Looney Pyramids, Part One: Nomids

I like this weird art.

My curiosity for Andrew Looney’s pyramid system began with the discovery of Pyramid Arcade on the shelf of a local game store. Twenty-two individual titles, all crammed together like the stacked pyramids that have been the system’s hallmark for a quarter century. The set was so overpriced that it sat there for three years, unpurchased by me or anyone else. According to the owner, somebody eventually stole it. I’ve pined over might-have-beens ever since.

But time heals all wounds. To make the system easier to break into, Looney recently issued four sets of his famed pyramids, ranked in order of ascending complexity. Today we’re looking at the introductory box. And let’s just say, as far as relationships go, this one’s off to a rocky start.

Valley of the Deposed Kings.

Pretty much everything included in the Nomids box.


2-10 players. Tagline: UNO with pyramids.

As the headline entry of this introductory set, Nomids is already under the microscope. Or maybe it’s just the one with the catchiest title. Either way, it’s a dice game. Hmm. Is that the appropriate way of putting it if there’s only one die? Die game. That sounds too hostile. Let’s go with “game of chance.” That gives it an elegant edge.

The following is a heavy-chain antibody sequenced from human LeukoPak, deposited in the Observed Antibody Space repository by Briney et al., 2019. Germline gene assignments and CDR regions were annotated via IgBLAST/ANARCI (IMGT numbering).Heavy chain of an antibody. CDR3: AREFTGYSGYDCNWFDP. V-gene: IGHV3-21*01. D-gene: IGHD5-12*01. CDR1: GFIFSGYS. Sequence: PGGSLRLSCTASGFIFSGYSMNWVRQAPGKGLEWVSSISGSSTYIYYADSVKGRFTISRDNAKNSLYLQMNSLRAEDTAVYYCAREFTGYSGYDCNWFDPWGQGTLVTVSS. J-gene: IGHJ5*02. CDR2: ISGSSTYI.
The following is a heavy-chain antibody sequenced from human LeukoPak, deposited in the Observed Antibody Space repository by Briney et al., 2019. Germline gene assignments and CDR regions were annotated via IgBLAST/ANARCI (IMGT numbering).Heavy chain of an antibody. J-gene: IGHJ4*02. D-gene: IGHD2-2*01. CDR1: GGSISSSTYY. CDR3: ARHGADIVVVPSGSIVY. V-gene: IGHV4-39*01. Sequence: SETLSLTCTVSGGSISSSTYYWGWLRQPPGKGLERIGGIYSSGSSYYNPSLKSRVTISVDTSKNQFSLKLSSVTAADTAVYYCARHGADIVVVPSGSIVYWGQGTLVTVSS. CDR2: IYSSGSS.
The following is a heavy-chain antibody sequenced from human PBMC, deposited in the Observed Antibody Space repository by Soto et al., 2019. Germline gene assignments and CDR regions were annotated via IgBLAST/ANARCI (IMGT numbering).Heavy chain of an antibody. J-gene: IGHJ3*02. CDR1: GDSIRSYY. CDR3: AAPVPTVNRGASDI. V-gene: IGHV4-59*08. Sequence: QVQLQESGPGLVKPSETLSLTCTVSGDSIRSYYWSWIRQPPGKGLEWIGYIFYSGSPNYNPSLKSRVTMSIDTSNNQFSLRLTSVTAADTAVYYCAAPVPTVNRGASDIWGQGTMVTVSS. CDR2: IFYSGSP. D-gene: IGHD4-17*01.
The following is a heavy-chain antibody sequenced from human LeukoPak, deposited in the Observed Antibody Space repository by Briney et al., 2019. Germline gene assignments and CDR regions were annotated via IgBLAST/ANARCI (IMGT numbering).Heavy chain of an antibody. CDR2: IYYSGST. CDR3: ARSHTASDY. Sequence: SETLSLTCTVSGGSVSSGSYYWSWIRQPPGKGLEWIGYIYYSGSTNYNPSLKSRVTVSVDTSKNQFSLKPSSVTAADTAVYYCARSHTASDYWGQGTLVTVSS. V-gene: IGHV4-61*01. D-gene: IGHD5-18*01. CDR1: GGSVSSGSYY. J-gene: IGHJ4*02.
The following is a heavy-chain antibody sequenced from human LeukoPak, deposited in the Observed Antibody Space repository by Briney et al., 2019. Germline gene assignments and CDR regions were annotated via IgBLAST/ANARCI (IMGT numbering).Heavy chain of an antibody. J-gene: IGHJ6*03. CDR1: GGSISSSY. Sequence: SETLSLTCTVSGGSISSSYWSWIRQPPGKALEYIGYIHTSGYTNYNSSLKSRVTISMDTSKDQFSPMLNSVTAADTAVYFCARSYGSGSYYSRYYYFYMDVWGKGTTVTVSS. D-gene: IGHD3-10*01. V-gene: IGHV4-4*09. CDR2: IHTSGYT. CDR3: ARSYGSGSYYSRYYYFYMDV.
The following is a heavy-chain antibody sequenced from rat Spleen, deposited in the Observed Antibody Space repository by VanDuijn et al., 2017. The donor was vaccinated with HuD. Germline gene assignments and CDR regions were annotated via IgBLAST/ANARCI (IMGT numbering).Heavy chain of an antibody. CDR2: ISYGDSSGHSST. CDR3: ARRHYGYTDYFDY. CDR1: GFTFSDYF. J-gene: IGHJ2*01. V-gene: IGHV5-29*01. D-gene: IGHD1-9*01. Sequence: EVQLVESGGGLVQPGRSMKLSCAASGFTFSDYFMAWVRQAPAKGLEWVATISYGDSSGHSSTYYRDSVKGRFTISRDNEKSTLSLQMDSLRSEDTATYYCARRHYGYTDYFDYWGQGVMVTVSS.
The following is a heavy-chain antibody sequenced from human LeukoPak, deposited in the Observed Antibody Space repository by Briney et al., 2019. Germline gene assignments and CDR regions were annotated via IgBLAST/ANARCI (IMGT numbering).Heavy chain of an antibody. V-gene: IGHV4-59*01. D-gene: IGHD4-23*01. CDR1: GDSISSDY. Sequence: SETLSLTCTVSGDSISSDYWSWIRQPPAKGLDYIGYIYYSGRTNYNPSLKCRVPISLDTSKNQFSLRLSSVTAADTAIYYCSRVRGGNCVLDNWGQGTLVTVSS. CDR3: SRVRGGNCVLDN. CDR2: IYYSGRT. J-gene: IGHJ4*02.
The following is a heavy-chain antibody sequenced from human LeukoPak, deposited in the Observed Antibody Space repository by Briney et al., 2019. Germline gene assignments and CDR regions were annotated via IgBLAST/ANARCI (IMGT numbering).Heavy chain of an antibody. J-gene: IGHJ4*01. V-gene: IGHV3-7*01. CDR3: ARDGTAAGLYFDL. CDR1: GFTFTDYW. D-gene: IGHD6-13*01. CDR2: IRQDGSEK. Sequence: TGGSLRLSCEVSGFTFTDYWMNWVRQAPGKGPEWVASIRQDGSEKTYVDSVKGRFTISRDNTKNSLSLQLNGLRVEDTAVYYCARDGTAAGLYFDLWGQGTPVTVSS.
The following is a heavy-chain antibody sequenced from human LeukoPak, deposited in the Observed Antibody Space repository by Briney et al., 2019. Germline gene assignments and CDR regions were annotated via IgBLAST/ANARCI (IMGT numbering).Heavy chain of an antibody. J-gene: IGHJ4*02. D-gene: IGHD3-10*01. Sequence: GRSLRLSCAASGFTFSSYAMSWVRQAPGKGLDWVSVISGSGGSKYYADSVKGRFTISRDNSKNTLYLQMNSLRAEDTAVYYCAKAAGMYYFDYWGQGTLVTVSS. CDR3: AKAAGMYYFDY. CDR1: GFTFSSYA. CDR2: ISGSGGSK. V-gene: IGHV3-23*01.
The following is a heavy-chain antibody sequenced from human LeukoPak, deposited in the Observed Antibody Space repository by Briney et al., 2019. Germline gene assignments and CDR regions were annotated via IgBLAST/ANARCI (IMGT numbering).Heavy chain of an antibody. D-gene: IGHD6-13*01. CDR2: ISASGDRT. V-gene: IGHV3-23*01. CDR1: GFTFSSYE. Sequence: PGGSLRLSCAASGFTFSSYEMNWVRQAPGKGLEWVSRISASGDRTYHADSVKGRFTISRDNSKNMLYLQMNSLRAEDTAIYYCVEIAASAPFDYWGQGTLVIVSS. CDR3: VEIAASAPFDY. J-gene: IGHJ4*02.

Or perhaps a dull edge. The game itself is achingly simple. Everyone begins with three pyramids, each of a different size and color. Small red, medium blue, large yellow, straight out of a Dr. Seuss knockoff. Turns are all about rolling the die and taking the prescribed action. Sometimes that means returning a pyramid to the bank. Other times it means taking a pyramid. More interesting is the result that swaps pyramids. Normally this would be zero-sum, but Nomids’ sole twist is the “monochrome liquidation”: gather all three pyramids of a single color and return them all to the bank at once. Since your goal is to rid yourself of anything resembling a triangle, there’s an element of strategy to picking uncontested colors, hunting for sets, and breaking up opposing pairs.